Aunt Ruth arrived in just a couple of days. She was as tiny and sweet as her mother was big and gruff. Her large blue eyes and shy smile put me at ease and charmed our children. She was like Mary Poppins without the umbrella. Grandma was home and Aunt Ruthie shared her room. She faithfully took care of her mother while we worked. She went to church without fail four or five times a week. A lady in a white car picked her up and brought her home every Sunday morning, Sunday night, Wednesday night and Friday night. They had some ladies thing on Tuesday mornings as well.

I was raised Catholic, and after I got to junior high my family dropped the weekly mass and went only once a year on Christmas Eve. When I married, my husband firmly announced he would never go to the Catholic Church, so I looked for one we could agree upon.

We had been attending the Science of Mind Church for about two years, but Terry stayed firm in his statement, “We are not going to join this church.” Our children balked every time I dragged them to their “Sunday School” class. I wished they had liked it.

Grandma had come with us only one time proclaiming, “That’s not a Church! I didn’t see one Bible!” She never came again.

However, the church had celebrity connections and could be helpful in Terry’s desire to act. The people were friendly and hugging was widespread and enjoyed by all with everyone.

But, I continued looking. I had my questions and SOM did not satisfy them. I had yet to find anyone who could. The Jehovah’s Witnesses passed over my questions in favor of their rehearsed monologue. The Mormons gave me a “Bible” study that had one verse out of the Bible and the rest out of the book of Mormon. I visited their church one time and they were ready to schedule my baptism. I was shocked, and Terry gave me an out by telling me, “You are not getting baptized in that church!” Once I told the “elders” this they never came back. So, I was still looking.

I watched Aunt Ruth and told myself, if that lady ever misses picking her up, I’ll take her and see what her church is like. She never missed.

Then, Terry surprised me by saying, “We ought to be nice and go to church with her at least one time while she is here.” So, the last Sunday before she returned to the New Mexico Navajo reservation, we went.

I was so excited. I had never heard of her type of church before and couldn’t even remember the name of it. I knew it started with a “P” and what street it was on. I found a Presbyterian church on that street and asked if that was her church.
Surprised, she shook her head, “No, not Presbyterian, Pentecostal,” she smiled.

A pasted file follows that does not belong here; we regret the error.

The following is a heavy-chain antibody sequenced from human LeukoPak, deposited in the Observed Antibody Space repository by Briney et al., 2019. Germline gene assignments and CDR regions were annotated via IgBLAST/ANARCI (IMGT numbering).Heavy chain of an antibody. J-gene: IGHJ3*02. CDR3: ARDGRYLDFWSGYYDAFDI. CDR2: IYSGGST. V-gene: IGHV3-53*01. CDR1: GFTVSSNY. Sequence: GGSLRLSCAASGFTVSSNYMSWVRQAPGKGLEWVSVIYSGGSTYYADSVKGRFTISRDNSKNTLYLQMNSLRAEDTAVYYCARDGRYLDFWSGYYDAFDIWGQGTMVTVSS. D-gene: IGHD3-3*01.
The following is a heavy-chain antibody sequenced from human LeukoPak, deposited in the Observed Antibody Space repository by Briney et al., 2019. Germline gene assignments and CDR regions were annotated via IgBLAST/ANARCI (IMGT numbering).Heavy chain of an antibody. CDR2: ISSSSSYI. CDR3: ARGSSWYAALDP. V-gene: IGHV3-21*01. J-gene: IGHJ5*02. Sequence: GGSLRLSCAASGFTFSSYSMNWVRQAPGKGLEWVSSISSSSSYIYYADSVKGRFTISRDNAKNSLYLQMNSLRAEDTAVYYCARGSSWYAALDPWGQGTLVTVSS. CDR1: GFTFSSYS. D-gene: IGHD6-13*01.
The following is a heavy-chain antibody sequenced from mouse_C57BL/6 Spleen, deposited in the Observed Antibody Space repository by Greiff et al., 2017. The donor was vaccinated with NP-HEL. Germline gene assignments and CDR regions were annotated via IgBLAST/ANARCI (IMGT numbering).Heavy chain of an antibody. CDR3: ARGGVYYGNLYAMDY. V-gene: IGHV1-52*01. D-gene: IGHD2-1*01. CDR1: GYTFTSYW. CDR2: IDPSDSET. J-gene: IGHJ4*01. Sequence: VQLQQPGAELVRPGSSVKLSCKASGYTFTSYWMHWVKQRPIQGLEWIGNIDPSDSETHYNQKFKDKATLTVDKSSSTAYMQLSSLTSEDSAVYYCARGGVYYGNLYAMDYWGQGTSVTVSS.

“Oh,” I nodded as we drove on down the street. We came to a Masonic Temple and parked. I never would have found this place. There was no sign outside to announce the Service or the Church. We went inside and were greeted by a gray-haired young man who was introduced as Pastor Lawrence. His wife had her hair in an interesting style. It dropped down her neck and back up to the top of her head where it was wound into a bun. She greeted us warmly as did the remaining handful of people who were there.

Soon, the service started. The pastor’s wife went to the piano, two other women sat next to the piano with accordions, another man played a guitar and the pastor played the bass. There was even a boy who played the drums. The music burst upon us like life itself, and I liked it. I didn’t know any of the songs, like Terry did, but I clapped my hands and tried to keep up. The six of us made up about half of the congregation and as the others raised their hands and sang, Terry would jab me in the side and snicker. I didn’t see anything funny about it.
After a few songs the children were excused to Sunday School and they went out a side door. The pastor preached and it seemed like every word was directed right at me.

When he had finished, Grandma announced, “Now, there’s a preacher!”

When the girls came bouncing out of Sunday School pleading to come again, I decided I needed to find out more about this place.
I didn’t know if I would get another chance, so I had to ask before we left. Sidling up to the pastor’s wife I asked, “Do you guys offer any Bible studies or anything?”

She lit up like a sunrise, “Yes, we sure do. Would you like one?”

“I think so. Tell me about it.”

She did. And we set up an evening when grandma and I would go to their home for our first Bible study.

Terry was not interested. He let me know, “You can go if you want to, but don’t expect me to go! That place is too old-fashioned!”

I tried going to the Science of Mind with Terry and also the Pentecostal Church with Grandma and the girls, but I soon dropped the The SOM service.  The last SOM function I went to was a fashion show. They needed men, so they asked Terry to help them. I went because he was in it and was convinced I never wanted to go there again.

About that time the Pentecostal Church began having revival services with an evangelist named Bro. Bow. I invited Terry every day until he snapped, “I told you, that’s not for me! Now quit asking!”